World TB day 2017: closing the gaps to end tuberculosis

24 March 2017

Ending the tuberculosis (TB) epidemic by 2030 is one of the health targets of the Sustainable Development Goals. Although TB incidence has fallen by an average of 1.5% per year since 2000, TB is still one of the top 10 causes of death worldwide. Over 95% of TB deaths occur in low- and middle-income countries. In 2015, an estimated 480,000 people globally developed multidrug-resistant TB (MDR-TB). This ambitious aim to end the TB epidemic by 2030 can only be achieved by uniting efforts to close the research gaps.

Priorities for tuberculosis

In its strategic business plan for 2014-2024, EDCTP has identified important areas of unmet medical need for each of its target disease areas as well as for research capacity development. Important goals for TB research include:

  • Find new approaches for early diagnosis of active TB
  • Shorten the duration of therapy, where appropriate
  • Improve treatment for both drug-sensitive and drug-resistant TB, which will prevent relapse, reduce the emergence of drug resistance, and prevent long-term lung damage and latent TB infection progressing to active TB.

Ultimately, TB control will require affordable, short, effective and well-tolerated treatments for all forms of TB (i.e., latent TB infection, drug-susceptible and drug-resistant TB disease), point-of-care diagnostic tests able to characterise drug resistance, and an effective vaccine.

“Combatting all forms of TB and its interaction with other poverty-related and neglected diseases, through R&D on new or improved tools for better diagnosis, prevention, treatment and point-of-care evaluation of these interventions remains a major priority for EDCTP.”

Dr Michael Makanga, EDCTP Executive Director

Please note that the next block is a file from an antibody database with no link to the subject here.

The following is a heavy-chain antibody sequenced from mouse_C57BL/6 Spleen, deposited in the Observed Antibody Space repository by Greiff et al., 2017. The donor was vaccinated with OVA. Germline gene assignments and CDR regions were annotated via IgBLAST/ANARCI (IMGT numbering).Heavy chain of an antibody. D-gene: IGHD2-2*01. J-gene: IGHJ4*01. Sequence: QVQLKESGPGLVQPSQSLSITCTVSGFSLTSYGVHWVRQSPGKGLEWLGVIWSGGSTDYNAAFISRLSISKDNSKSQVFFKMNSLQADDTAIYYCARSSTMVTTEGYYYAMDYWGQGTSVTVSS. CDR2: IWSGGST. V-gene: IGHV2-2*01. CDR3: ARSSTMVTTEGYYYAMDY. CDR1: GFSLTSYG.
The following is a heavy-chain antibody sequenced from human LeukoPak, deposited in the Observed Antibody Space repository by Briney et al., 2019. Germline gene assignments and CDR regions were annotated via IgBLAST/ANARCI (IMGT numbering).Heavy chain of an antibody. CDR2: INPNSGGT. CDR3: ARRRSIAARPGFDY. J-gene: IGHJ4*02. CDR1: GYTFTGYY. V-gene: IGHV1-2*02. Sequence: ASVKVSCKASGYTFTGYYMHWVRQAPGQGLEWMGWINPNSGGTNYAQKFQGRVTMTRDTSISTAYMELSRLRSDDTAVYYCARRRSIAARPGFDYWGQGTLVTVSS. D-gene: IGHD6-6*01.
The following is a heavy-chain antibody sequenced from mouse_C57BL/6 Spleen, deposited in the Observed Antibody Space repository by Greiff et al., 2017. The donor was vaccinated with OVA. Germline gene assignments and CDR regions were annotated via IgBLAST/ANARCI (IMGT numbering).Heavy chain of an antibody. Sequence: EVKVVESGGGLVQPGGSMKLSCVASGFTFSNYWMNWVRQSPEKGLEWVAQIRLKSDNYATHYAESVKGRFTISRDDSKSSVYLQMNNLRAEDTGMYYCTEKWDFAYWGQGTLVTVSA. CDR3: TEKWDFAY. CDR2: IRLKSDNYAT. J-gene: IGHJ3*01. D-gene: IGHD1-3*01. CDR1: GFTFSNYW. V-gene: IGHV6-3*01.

TB research received the largest share of funding in the project portfolio of EDCTP’s first programme, with a total of € 68.96 million (33.2%) for 36 projects. Since the start of the second EDCTP programme in 2014, EDCTP has invested €26.42 million to support 7 projects in TB.

Shortening TB treatment

The PanACEA consortium (Pan-African Consortium for the Evaluation of Antituberculosis Antibiotics) funded under the first EDCTP programme delivered an extensive drug development portfolio with six clinical trials. The consortium recently held a kickoff meeting of their new awarded grant under the second EDCTP programme (PanACEA2).

The PanACEA2 programme aims to develop at least two promising TB-treatment regimens with sound prediction data for a successful phase III evaluation, and to advance one new agent into phase IIb. It will take full advantage of state of the art technologies, including innovative trial designs, new microbiological markers of treatment response, pharmacokinetic-pharmacodynamic analyses and modelling techniques. As a result, drug development processes could be accelerated by several years. PanACEA2 trial activities will be conducted at 11 research sites in six countries (Gabon, Malawi, Mozambique, South Africa, Tanzania, and Uganda) in sub-Saharan Africa with integrated research capacity development.

Streamlining diagnostic approaches of active TB